“Who’s your regular doctor?”
“I guess I’d have to say Dr. Burns.”
“Burns? Can’t place him,” the doctor said. “The only Burns I know is a dentist who used to be in Choteau?”
“That’s right,” Josh said, then opened his mouth and pointed, while adding, “Dr. Burns pulled this’n, this’n and this’n.”
“Who is your medical doctor?”
“Oh, I reckon that’d have to be Dr. Finer. He was in this same office.”
“If you mean Dr. Finley, he died twenty-five years ago,” the doctor said. “That’s when I moved to Bynum.”
“That’s about right. A horse threw me, and I sprung my ankle. Didn’t really need a doctor, but Dessie Mae just wouldn’t let up on me.”
“You can get dressed, then the nurse will show you to my office.”
“Did I thump out all right, Doc?”
“Did your granddaughter come with you today?” the doctor asked.
“Sure did,” Josh replied. “She’s out yonder in the visterbule.”
“Good. I’ll have the nurse bring her to my office.”
When Dr. Kendall came into his office after the exam, he saw Josh but not Lacey. When he walked around the chair, he was surprised to see Lacey. He had expected to find a grown woman, but Lacey was a child.
“Are you Miss Lacey?”
“Yes, Miss Lacey Mae Peterson.”
Dr. Kendall shook Lacey’s hand and said, “Very glad to meet you. Tell me, why did you think your granddaddy should see me?”
“Well, I found him on the porch, and I thought he was dead, and I couldn’t lift him, and I had to turn the chair over to stretch him on the floor, and I drove the truck down to Opal’s, and when Opal and me got back, Granddaddy was sitting in his chair like nothing had happened, but I knew something bad had happened.”
“I was dozing, that’s all.”
“And, Miss Lacey, you can drive a truck?” Dr. Kendall asked.
“I’m a fast learner,” Lacey beamed.
“That’s amazing,” the doctor said. “Your grandfather is pretty healthy for his age. He most likely had a mini-stroke, or what we call a TIA. At his age, he could have another TIA tomorrow, or he might live the rest of his life without ever having another one. Bring him back to see me if he has another one.”
“What can we do to keep him from having another one?” Lacey asked.
“Does he smoke?”
“No, doc, I chew tall grass,” Josh said, speaking for himself.
“You eat grass?”
“Naw, I spit it out.” Josh pulled several twigs of grass out of his shirt pocket and handed it to the doctor. “It’s my invention to stop smokin’, and it really works. You ought to tell your patients about it.”
Dr. Kendall took the piece of grass and smelled it, then smiled and said, “Thanks. I just might recommend this. You should get some exercise, too. If you could walk two miles every day, that would be good.”
“Whoa, Doc,” Josh said. “You gotta watch what you say in front of Lacey.”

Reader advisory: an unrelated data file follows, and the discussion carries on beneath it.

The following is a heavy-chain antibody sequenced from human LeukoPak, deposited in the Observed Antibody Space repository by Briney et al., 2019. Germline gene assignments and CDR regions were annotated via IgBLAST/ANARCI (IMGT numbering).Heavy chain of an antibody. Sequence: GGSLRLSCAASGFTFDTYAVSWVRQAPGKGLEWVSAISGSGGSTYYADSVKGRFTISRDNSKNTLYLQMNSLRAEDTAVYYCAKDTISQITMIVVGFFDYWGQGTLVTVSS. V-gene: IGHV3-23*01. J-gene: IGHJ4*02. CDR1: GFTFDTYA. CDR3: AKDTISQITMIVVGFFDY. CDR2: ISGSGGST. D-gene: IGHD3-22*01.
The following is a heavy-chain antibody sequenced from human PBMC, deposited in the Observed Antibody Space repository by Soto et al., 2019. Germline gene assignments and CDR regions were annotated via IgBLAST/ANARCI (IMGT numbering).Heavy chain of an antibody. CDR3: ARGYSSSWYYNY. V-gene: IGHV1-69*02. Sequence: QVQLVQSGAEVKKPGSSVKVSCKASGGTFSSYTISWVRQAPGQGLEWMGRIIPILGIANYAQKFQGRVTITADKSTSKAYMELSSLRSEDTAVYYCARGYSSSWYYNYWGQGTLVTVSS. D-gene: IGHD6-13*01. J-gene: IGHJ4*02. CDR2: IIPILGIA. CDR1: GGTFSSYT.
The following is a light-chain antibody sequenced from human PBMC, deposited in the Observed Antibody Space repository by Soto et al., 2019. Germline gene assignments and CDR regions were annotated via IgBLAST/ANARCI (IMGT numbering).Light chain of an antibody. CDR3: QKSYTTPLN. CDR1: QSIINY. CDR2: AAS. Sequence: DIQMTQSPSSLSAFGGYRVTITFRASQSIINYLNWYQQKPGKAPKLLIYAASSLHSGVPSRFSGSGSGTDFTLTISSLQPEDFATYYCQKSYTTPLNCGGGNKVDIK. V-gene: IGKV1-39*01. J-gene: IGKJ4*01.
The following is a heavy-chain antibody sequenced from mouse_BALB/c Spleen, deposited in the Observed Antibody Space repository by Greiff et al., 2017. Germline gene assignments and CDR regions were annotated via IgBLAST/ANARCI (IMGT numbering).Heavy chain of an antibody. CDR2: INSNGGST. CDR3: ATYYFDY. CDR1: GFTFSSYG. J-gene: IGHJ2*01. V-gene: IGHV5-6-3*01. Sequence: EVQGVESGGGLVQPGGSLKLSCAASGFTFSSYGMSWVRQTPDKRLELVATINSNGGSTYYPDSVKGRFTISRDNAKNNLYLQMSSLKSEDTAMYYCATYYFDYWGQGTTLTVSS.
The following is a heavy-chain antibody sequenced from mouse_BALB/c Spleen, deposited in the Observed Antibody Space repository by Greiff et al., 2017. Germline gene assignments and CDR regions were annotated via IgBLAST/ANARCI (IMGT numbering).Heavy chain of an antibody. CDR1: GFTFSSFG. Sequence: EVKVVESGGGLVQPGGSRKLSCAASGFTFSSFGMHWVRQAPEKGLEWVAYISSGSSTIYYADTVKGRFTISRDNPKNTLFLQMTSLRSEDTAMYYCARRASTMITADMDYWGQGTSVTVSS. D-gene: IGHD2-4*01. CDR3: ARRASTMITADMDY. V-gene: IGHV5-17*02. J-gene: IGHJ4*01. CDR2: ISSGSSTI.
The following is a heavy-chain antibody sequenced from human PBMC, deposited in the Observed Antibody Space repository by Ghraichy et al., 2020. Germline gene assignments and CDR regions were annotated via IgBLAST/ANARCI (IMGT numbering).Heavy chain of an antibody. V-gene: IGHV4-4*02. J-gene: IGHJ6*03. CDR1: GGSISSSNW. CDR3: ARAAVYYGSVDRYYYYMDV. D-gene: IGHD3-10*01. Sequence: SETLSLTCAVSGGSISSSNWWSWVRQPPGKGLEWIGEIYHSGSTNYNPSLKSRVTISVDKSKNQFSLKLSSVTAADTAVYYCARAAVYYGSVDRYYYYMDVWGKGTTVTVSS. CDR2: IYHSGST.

“I’ll walk with you, Granddaddy.”
Josh groaned as Dr. Kendall wrote something on a prescription pad and handed the sheet to Lacey.
“If he has any more problems, nag him to come see me again.”
Josh and Lacey got up to leave, and Dr. Kendall said, “I’m very glad to meet you, Mr. Marsh, and you, too, Miss Lacey Mae Peterson.”
Josh touched the brim of his hat with his index finger, and Lacey dipped her head and smiled sweetly. From his office door, Dr. Kendall watched Josh and Lacey walking down the hallway. One tall, one short – both extremely amazing.
They left the doctor’s office and went to the drugstore. When Lacey handed the prescription to Paul Crowder, the druggist and owner of the drugstore, he told them that there was no prescription. The doctor had simply written, Have your grandfather take one aspirin every day.
Lacey heard Josh talking to a man on the porch one morning, and when she looked out the window toward the driveway, she saw a bright red pickup. A sign on its door said Luther Adkins, Contractor. The word “bathroom” immediately popped into Lacey’s head. She was very curious, but Josh and the man were now walking around the house. She ran from window to window to see what they were doing. They stepped off distances and often waved their arms. At last, they entered the back door.
“Luther, this is my granddaughter, Lacey,” Josh said. “She’s the one pesterin’ me about a bathroom. I’ve told her and told her we can’t afford it.” Josh looked at Lacey. “Opal told Luther about you wantin’ a bathroom, so he’s come out here to study on it.”
“Glad to meet you, Mr. Adkins,” Lacey said, her heart pounding hard enough to crack her ribs.
Luther surveyed the house and measured the rooms, then said, “It doesn’t make sense to build a bathroom in the cabin. It isn’t big enough. I suggest you add a small wing on the southwest corner for the bathroom.”
“That’ll cost a heap,” Josh said.
“But it sure would be nice, Granddaddy,” Lacey replied.